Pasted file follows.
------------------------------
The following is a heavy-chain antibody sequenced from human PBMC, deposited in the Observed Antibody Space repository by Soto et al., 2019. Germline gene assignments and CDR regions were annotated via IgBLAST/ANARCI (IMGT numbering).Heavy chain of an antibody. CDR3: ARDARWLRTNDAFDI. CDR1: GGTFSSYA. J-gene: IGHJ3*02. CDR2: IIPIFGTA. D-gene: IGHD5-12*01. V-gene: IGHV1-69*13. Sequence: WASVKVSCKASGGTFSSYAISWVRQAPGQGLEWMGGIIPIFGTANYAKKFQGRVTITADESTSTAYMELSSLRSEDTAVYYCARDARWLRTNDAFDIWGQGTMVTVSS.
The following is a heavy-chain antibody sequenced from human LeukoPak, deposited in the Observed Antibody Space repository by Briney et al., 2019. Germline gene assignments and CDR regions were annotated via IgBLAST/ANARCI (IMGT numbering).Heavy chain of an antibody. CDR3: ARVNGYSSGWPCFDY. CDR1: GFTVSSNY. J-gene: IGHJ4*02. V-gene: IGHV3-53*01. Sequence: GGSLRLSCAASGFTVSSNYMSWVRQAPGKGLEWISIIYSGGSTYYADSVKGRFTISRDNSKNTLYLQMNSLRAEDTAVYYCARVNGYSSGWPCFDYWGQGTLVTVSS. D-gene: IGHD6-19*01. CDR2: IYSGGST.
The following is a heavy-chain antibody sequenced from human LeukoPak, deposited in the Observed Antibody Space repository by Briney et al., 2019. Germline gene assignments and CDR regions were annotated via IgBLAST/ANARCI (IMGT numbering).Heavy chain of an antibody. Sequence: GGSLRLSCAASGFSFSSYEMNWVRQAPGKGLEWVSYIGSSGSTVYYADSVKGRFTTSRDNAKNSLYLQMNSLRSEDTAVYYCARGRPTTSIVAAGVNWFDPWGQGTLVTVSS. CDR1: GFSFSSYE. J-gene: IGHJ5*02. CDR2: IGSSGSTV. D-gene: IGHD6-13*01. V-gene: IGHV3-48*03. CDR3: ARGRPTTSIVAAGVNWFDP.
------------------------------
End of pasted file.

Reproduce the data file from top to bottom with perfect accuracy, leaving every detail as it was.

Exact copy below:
The following is a heavy-chain antibody sequenced from human PBMC, deposited in the Observed Antibody Space repository by Soto et al., 2019. Germline gene assignments and CDR regions were annotated via IgBLAST/ANARCI (IMGT numbering).Heavy chain of an antibody. CDR3: ARDARWLRTNDAFDI. CDR1: GGTFSSYA. J-gene: IGHJ3*02. CDR2: IIPIFGTA. D-gene: IGHD5-12*01. V-gene: IGHV1-69*13. Sequence: WASVKVSCKASGGTFSSYAISWVRQAPGQGLEWMGGIIPIFGTANYAKKFQGRVTITADESTSTAYMELSSLRSEDTAVYYCARDARWLRTNDAFDIWGQGTMVTVSS.
The following is a heavy-chain antibody sequenced from human LeukoPak, deposited in the Observed Antibody Space repository by Briney et al., 2019. Germline gene assignments and CDR regions were annotated via IgBLAST/ANARCI (IMGT numbering).Heavy chain of an antibody. CDR3: ARVNGYSSGWPCFDY. CDR1: GFTVSSNY. J-gene: IGHJ4*02. V-gene: IGHV3-53*01. Sequence: GGSLRLSCAASGFTVSSNYMSWVRQAPGKGLEWISIIYSGGSTYYADSVKGRFTISRDNSKNTLYLQMNSLRAEDTAVYYCARVNGYSSGWPCFDYWGQGTLVTVSS. D-gene: IGHD6-19*01. CDR2: IYSGGST.
The following is a heavy-chain antibody sequenced from human LeukoPak, deposited in the Observed Antibody Space repository by Briney et al., 2019. Germline gene assignments and CDR regions were annotated via IgBLAST/ANARCI (IMGT numbering).Heavy chain of an antibody. Sequence: GGSLRLSCAASGFSFSSYEMNWVRQAPGKGLEWVSYIGSSGSTVYYADSVKGRFTTSRDNAKNSLYLQMNSLRSEDTAVYYCARGRPTTSIVAAGVNWFDPWGQGTLVTVSS. CDR1: GFSFSSYE. J-gene: IGHJ5*02. CDR2: IGSSGSTV. D-gene: IGHD6-13*01. V-gene: IGHV3-48*03. CDR3: ARGRPTTSIVAAGVNWFDP.